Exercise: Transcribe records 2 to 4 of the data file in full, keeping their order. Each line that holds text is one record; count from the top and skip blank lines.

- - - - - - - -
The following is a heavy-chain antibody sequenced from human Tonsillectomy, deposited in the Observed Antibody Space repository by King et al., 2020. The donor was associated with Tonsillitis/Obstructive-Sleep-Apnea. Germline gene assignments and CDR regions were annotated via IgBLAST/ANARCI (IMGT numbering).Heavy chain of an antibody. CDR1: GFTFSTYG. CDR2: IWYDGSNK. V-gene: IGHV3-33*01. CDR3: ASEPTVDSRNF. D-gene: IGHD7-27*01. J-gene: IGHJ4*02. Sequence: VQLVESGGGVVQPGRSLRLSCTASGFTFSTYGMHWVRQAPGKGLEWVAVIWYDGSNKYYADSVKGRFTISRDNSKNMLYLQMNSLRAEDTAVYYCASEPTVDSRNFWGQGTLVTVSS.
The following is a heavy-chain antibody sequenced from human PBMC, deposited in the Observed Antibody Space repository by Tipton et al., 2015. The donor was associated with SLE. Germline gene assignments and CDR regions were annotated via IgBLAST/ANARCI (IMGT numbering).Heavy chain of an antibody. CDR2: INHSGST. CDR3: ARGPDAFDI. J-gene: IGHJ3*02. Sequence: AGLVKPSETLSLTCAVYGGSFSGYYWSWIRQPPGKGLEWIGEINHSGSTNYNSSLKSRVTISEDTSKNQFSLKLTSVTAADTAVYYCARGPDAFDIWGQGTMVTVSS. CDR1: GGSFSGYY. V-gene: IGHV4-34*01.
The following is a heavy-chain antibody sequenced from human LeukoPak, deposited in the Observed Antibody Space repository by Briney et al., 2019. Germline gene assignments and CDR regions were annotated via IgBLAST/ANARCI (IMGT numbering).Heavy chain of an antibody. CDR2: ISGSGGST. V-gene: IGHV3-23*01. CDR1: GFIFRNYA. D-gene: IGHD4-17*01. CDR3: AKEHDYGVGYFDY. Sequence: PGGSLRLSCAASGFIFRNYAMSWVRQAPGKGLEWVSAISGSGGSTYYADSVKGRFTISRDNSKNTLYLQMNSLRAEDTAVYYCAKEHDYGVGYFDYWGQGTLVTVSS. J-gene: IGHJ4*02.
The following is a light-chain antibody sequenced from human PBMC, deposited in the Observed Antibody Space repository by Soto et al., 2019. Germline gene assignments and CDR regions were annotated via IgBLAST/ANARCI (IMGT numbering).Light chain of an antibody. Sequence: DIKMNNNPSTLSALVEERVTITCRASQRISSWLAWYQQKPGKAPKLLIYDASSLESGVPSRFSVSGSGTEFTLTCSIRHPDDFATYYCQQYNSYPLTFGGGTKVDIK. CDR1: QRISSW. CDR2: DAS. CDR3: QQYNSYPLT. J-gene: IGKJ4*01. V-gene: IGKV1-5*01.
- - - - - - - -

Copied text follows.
The following is a heavy-chain antibody sequenced from human PBMC, deposited in the Observed Antibody Space repository by Tipton et al., 2015. The donor was associated with SLE. Germline gene assignments and CDR regions were annotated via IgBLAST/ANARCI (IMGT numbering).Heavy chain of an antibody. CDR2: INHSGST. CDR3: ARGPDAFDI. J-gene: IGHJ3*02. Sequence: AGLVKPSETLSLTCAVYGGSFSGYYWSWIRQPPGKGLEWIGEINHSGSTNYNSSLKSRVTISEDTSKNQFSLKLTSVTAADTAVYYCARGPDAFDIWGQGTMVTVSS. CDR1: GGSFSGYY. V-gene: IGHV4-34*01.
The following is a heavy-chain antibody sequenced from human LeukoPak, deposited in the Observed Antibody Space repository by Briney et al., 2019. Germline gene assignments and CDR regions were annotated via IgBLAST/ANARCI (IMGT numbering).Heavy chain of an antibody. CDR2: ISGSGGST. V-gene: IGHV3-23*01. CDR1: GFIFRNYA. D-gene: IGHD4-17*01. CDR3: AKEHDYGVGYFDY. Sequence: PGGSLRLSCAASGFIFRNYAMSWVRQAPGKGLEWVSAISGSGGSTYYADSVKGRFTISRDNSKNTLYLQMNSLRAEDTAVYYCAKEHDYGVGYFDYWGQGTLVTVSS. J-gene: IGHJ4*02.
The following is a light-chain antibody sequenced from human PBMC, deposited in the Observed Antibody Space repository by Soto et al., 2019. Germline gene assignments and CDR regions were annotated via IgBLAST/ANARCI (IMGT numbering).Light chain of an antibody. Sequence: DIKMNNNPSTLSALVEERVTITCRASQRISSWLAWYQQKPGKAPKLLIYDASSLESGVPSRFSVSGSGTEFTLTCSIRHPDDFATYYCQQYNSYPLTFGGGTKVDIK. CDR1: QRISSW. CDR2: DAS. CDR3: QQYNSYPLT. J-gene: IGKJ4*01. V-gene: IGKV1-5*01.